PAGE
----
What in the heck is this all about?
I’m going to start a series of production articles, centered on detailing what I’ve learned during my time as a producer in the game industry. For those who may be confused by the term, a producer is akin to a software project manager. The terms may be slightly different, but the management techniques and approaches are very similar.
I’m doing this for a few reasons. First, sharing my professional experiences and personal critiques and ideas is key to my job search. That is, perhaps, my most selfish reason for doing this.
Second, I understand that my experience is only one point of view. Even if I provided an unbiased, objective account of my experience, it would only be my experience. That said, we tend to learn best by listening to stories built upon experience. Gary Klein’s book, Sources of Power: How People Make Decisions (MIT Press, 1998), discusses the power of storytelling and how listening to the experiences of others makes us better able to recognize patterns, improves our mental simulations, and helps us to more effectively respond to critical situations as they happen. So really, I’m doing this for your own good.
Third, I’m motivated to correct some prevalent misinformation I’ve encountered. I’ve worked and talked shop with people who — to this day — don’t understand what “Agile” really means. Agile, as an umbrella term, describes several iterative and incremental software development methodologies. It doesn’t mean that the team can simply react to any whim or impulse. It also doesn’t mean that the process is irrelevant, so long as the goals are achieved. Words have meaning. By extension, so do terms. Agile, as a term, means something, and most game dev studios are not truly Agile in their approach.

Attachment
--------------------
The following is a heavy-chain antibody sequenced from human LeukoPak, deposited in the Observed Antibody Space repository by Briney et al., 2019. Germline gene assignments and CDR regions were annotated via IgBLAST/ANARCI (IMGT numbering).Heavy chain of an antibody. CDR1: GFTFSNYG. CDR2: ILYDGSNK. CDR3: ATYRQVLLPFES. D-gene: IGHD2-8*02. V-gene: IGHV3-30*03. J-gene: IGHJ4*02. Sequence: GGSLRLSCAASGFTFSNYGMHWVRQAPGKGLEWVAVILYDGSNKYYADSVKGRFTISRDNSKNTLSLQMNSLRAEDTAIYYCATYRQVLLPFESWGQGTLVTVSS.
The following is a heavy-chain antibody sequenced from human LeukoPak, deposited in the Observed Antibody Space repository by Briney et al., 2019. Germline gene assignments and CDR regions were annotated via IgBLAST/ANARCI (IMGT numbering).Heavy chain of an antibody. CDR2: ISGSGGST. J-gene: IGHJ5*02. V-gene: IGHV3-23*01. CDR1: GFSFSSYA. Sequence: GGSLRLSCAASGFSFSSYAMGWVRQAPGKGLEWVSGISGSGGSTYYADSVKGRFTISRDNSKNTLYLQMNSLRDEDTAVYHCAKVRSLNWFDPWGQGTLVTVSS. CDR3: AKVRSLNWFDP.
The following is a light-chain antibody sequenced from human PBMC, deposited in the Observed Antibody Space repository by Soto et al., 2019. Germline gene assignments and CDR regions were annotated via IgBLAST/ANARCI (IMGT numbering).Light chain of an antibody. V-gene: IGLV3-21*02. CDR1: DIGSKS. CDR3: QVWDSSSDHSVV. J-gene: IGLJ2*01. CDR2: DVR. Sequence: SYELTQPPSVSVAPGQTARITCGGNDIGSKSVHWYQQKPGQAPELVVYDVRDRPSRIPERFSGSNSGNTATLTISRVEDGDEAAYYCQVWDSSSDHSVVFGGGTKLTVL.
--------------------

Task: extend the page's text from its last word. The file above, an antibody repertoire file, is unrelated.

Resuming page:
Finally, I believe in sharing knowledge, when it comes to basic techniques, tools, and management styles. I’ve worked with teams that tried to keep all of their learnings on these topics under wraps, as though these ideas embodied some sort of “secret process” that was guaranteed to bring them success. That sort of magical thinking prevents real progress. It also ignores the fact that most non-game development environments have already solved many of the problems that continue to befuddle game makers.
I plan to touch on a variety of topics over the course of this series:
- Cadence Scheduling for live ops and its relationship to the Dynamic Systems Development Method (DSDM)
- Agile versus DevOps methodologies for game development
- Agile approaches during the development phase
- Managing departments that use a different agile framework (creating team processes)
- Process and the bureaucratic impulse
- QA: The Critical Path for Cadence
- Community & Customer Service: Building a Relationship with the Audience
- Product Management and Production for Free-to-Play Games
- Avoiding “Crazy Town”
- The value of knowing how to make things as a producer
- Project costing, including basic PERT/CPM methods and building a Monte Carlo Simulation in Excel
- Prioritization, including the MoSCoW method
- Risk Management in a Creative Environment
- Core Production Tools
- Basic decision making, including scenario trees and weighted ranking
- Basic hypothesis testing
- Useful Excel/Sheets formulas
- Useful SQL
- Generating user stories
- Running a structured playthrough
- Building trust and appropriately exercising influence
- Creating useful, measurable OKRs and KPIs
- Writing team member reviews
- When you can and when you can’t rehabilitate an “at-risk” team member
- Recognizing Project Success
- Dealing with Failure
I’ll very likely intersperse these articles with a few more bits of old design docs, design theory, pitch docs, teardowns of existing products, tips for voiceover directors, and so on.
More to come!